ON THE (MINNESOTA OJIBWE) RESERVATION, Caroline Gilman et al, special issue of Minnesota Roots magazine published for schools; Minnesota Historical Society, 345 Kellogg Boulevard, St. Paul, MN 55102, 800-647-7827; 1986, reprinted 1990; 39 pages oversize magazine. Photos, teaching resource listing, reservations map. $3.50. No ISBN
This special issue of the twice-yearly magazine provides a good overview of Ojibwe life and culture at about the time Minnesota Indians were being forced onto reservations. An initial essay is drawn by Gilman from the thoughtful and colorful autobiography of Way-quah-gishig (John Rogers of the White Earth reservation. Another essay describes the effects of th Dawes Allotment Act, with a map that shows the checkerboarding of Leech Lake (once a part of what had been intended to be the larger White Earth), where 90% of the land has been lost either to private purchasers or to state and U.S. Forest Service land. It's one of the better presentations on this shameful and important aspect of American history for young people.
For on-reservation life, the total control of the Indian (Bureau of Indian Affairs) agent -- a power so easily and so often abused -- is shown. There is a short essay about how the agents arrested the Beaulieu brothrs and seized the printing presses and issues of the first Indian newspaper, the White Earth Progress, because it opposed some misdeeds of the white rulers. The Beaulieus successfully fought their federal expulsion from their homes on the reservation, and the surpression of their newspaper in court, and won. Other essays tell about life for young people in th Indian boarding schools of the period, which were intended to stamp out the traditional culture and language. A final section tells of 20th century life in the cities -- prejudice, difficulty of finding work, the post-World War II relocation policy (part of th U.S. policy then to terminat -- end -- all Indian reservations). There is a rare picture of the first AIM office, in the sleazy area of Indian bars on Franklin Avenue. Red School House, started by AIM, and Migizi Communications, which teaches communications skills, are also shown and written of as modern survival efforts organized by Indian people, not by white charities or political agencies.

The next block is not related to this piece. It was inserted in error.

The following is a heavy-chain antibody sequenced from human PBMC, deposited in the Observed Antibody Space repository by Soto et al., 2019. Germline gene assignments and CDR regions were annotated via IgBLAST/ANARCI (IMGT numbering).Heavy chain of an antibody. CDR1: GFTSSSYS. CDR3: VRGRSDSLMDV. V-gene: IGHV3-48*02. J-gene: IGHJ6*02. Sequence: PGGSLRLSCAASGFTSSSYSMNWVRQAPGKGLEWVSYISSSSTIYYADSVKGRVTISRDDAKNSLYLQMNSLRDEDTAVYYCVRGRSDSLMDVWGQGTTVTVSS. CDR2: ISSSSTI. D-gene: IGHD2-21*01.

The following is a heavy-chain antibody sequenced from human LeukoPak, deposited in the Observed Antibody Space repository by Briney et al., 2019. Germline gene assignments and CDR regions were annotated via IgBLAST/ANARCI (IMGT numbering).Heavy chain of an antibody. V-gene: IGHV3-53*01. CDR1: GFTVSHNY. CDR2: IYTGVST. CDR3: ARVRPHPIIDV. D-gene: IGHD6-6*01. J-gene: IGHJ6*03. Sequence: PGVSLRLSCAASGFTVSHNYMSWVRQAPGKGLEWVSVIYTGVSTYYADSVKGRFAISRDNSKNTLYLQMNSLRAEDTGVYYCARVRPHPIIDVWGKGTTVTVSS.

Although this special issue focusses on Minnesota Ojibwe, it is also highly recommended as a good explanation of what things were like (in general) for reservation Indian people everywhere, as the reservations were robbed of land by allotment, and as people came to nearby cities for work, after World War II. A photo-essay of life on the Red Lake reservation, taken from the book by photographer-essayist Charles Brill who lived there for several years, contrasts this life -- hard work, no luxury, but idyllic all the same -- with the city grind.
For non-Indian schools, it is better to have exposure to some real Indian people and real Indian culture in real historical contexts than generalities about long-ago peoples living in tipis and making pottery, how quaint. This issue of Roots (which is available in discounted larger quantities for classroom use) was prepared by well-known Native people. Reviewed by Paula Giese
Native American BOOKS, text and graphics copyright Paula Giese, 1996
Last Updated: Tuesday, April 30, 1996 - 3:55:44 AM